60 Seconds to a Better Relationship
For the overworked, overcommitted, and all-around overwhelmed couples, Peter Fraenkel, PhD, has one piece of advice: "Don't try to schedule time together. Schedules are more work. And you don't need any more work."
Instead, Fraenkel, the director of the Center for Time, Work, and the Family at the Ackerman Institute for the Family, in New York City, tells couples to come up with a list of things they can enjoy together that can be done in less than a minute: telling a joke, one long kiss, etc. These 60-second pleasure points, as Fraenkel calls them, don't all have to be face-to-face. He even suggests using the tools that make many individuals feel overextended—a BlackBerry or cell phone—for private matters. Couples are encouraged to send a quick text message or e-mail links to a funny website or a restaurant review (and a note: "Let's do takeout from here tonight?").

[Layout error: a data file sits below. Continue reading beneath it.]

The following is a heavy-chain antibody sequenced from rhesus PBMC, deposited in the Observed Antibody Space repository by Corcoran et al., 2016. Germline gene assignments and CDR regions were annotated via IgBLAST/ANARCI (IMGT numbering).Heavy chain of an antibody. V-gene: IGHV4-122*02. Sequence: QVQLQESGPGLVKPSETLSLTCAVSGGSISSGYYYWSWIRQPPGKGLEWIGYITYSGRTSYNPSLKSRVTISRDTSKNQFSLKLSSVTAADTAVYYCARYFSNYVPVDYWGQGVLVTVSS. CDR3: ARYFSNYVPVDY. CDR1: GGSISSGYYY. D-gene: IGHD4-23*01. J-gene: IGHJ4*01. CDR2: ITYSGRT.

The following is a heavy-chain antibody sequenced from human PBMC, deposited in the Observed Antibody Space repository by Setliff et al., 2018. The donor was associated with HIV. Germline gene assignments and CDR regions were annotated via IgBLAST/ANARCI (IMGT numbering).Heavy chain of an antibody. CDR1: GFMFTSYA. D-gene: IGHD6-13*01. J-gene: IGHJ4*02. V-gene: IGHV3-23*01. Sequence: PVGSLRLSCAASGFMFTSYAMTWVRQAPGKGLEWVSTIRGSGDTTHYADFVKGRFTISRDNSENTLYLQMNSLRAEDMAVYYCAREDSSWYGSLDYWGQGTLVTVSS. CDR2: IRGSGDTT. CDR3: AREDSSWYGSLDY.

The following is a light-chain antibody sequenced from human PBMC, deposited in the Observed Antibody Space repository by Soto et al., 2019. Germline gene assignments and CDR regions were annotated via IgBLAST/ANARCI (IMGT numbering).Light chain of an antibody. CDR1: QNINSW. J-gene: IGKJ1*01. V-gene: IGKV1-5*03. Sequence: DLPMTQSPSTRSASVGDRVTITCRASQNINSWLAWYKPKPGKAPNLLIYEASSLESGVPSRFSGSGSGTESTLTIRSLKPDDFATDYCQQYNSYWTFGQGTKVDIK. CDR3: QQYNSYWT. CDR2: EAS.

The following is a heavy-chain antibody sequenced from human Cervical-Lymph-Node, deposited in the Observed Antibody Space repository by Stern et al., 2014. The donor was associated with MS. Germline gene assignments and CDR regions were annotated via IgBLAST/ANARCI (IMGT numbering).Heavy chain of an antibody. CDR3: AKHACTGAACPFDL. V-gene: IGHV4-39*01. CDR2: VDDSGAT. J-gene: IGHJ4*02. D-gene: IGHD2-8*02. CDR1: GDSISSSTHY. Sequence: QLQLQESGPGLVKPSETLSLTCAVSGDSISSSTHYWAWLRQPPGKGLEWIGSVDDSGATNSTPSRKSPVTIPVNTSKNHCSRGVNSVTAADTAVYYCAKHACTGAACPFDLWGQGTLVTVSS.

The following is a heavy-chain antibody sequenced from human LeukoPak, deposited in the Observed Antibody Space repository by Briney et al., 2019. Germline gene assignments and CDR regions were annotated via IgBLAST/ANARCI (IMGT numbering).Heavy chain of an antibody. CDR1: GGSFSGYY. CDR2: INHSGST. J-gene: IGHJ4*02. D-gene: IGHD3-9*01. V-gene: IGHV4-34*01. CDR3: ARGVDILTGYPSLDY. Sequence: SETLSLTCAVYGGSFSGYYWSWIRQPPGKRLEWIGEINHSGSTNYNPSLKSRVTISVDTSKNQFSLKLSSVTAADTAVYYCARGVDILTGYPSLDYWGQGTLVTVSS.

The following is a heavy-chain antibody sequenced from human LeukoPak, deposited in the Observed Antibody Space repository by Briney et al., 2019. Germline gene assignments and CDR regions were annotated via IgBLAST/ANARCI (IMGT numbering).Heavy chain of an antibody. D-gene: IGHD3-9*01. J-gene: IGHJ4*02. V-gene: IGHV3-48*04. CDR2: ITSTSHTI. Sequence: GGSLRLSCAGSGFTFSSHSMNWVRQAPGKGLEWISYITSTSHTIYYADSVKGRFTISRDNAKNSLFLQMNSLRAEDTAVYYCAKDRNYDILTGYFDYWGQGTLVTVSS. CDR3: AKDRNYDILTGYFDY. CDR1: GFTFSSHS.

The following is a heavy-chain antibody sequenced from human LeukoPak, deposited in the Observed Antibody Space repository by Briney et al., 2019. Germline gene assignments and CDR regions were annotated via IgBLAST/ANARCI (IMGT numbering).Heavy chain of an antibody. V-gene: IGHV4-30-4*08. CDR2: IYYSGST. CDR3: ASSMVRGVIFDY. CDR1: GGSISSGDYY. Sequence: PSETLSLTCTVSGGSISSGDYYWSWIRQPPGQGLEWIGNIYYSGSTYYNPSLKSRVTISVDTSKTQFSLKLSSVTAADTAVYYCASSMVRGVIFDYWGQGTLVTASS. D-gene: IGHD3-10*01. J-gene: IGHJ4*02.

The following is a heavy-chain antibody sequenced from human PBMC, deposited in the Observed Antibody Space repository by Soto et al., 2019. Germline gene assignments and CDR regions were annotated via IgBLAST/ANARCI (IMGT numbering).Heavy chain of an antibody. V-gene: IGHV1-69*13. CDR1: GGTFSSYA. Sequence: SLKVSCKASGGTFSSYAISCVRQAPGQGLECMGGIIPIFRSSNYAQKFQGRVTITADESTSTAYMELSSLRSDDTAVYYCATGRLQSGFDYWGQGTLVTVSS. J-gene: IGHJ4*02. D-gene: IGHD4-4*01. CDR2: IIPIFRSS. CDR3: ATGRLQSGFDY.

He asks clients to each initiate three pleasure points a day. Couples report that this practice not only instills a better sense of connection throughout the week but, as Fraenkel says, "also greatly relieves each partner's concern that they could never find any time for the other." And it lowers the couple's expectations for a vacation—suddenly, they don't look at those two weeks in Bermuda as their only chance to connect but rather as a chance to lengthen those pleasure points, stretching that 60-second kiss into something more.
And Baby Makes...Trouble